It would therefore seem prudent for British citizens planning a move to Spain, and who plan to work here, to consider doing so as soon as possible. It is also important that they register as living locally by way of getting listed on the local padron (ie register with the local Council) and obtaining an NIE number, then becoming either self-employed or setting-up a limited company – according to preference and circumstances. Moving to Spain but failing to register as described could leave an individual in the worst possible situation of having accumulated considerable expense in moving to another country, but not being able to stay beyond a certain date in the future.
Apart from the above, the main decision you will need to make is as it always was – should you set-up a limited company or as a sole trader?
Both have benefits and drawbacks. Here we will look at the differences between the two so that you can decide on which is the most appropriate for your business in Spain.
Sole Trader v Limited Company
Sole traders in Spain are known as ‘autonomos’ and those who are just starting-out and where the income is likely to be low tend to choose this route.
Mainly because it is less complex and more economical to both set-up and run. For example, setting-up as an autonomo does not require €3000 of capital as would be the case with a limited company in Spain.
As in other countries, whether your business is classed as ‘autonomo’ or as a limited company there are a number of fiscal obligations that the owner of a business in Spain will have.
Most businesses will have an obligation to make VAT (in Spain this is called IVA) and Income Tax returns. Of course if you decide to create a limited company then you will also have to make a company tax return (impuesto de sociedades) as well as file the annual accounts with the Company’s Register.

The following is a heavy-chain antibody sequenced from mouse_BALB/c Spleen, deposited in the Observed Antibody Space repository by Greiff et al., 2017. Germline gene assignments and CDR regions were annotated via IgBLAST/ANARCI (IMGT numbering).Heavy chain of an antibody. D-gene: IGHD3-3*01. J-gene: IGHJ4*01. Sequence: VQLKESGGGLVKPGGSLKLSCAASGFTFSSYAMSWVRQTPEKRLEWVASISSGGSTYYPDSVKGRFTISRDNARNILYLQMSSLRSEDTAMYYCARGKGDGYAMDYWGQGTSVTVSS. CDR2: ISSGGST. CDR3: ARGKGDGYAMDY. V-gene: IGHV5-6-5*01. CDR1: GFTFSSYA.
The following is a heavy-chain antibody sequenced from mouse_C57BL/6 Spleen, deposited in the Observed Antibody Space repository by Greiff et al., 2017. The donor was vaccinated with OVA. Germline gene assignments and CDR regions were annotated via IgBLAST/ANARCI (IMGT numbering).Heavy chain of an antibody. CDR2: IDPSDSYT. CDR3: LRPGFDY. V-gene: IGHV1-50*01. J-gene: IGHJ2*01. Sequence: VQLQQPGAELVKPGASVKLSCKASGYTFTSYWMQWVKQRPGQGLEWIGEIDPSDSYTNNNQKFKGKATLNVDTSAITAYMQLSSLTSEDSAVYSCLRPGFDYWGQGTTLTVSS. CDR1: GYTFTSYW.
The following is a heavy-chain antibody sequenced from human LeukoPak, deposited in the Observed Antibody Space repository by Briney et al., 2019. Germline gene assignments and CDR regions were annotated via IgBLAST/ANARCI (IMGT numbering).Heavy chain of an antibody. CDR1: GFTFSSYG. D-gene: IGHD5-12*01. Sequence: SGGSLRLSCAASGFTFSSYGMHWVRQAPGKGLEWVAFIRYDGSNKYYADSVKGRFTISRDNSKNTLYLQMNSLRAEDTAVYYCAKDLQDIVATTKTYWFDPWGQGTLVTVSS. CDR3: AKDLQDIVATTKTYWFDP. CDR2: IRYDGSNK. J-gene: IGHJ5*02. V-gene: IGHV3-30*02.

A company will need to retain up to 15% of any invoice presented to it by a professional/autonomo and file a return.
These extra obligations mean that the cost of maintaining the company are higher than where a sole trader is concerned.
Social Security Obligations
As an autonomo or sole trader you will need to register with the local social security office and pay contributions each month. These contributions tend to be significantly higher than in other northern European countries with a current minimum of approximately €250 per month payment, regardless of income.
There are some reductions for those under 30 years of age or a temporary discount for example where the person has been unemployed and has decided to become self-employed.
In the case of a limited company there is an obligation to make social security contributions on behalf of an employee of 24% of their income. Where there are no employees of the company i.e. a single director company then that director must register as an autonomo and pay those social security contributions.
Just as elsewhere, one of the major differences between the two forms of business is that creating a limited company ensures limited liability to the owner of the company. If as a result of the operation of the company a financial liability should arise, then often this is limited to the amount of capital in the company.
As a matter of law in Spain the minimum level of capital that any company can have at any time is set at €3000 though this is sometiimes disrgarded by less scrupulous business owners.
One of the major drawbacks of registering as an autonomo is that you will be personally liable for any debts or losses incurred by your business and any personal assets could be at risk if your business is in financial trouble – either as a result of damages owed to a client or failure to pay due taxes and social security contributions.
Review Our Services
60 Office Locations Across Spain
With 60 individual office locations throughout the Iberian peninsula and the islands, and 6 tax specialist centres we are able to offer a truly nationwide service to English-speakers wherever they are located in Spain.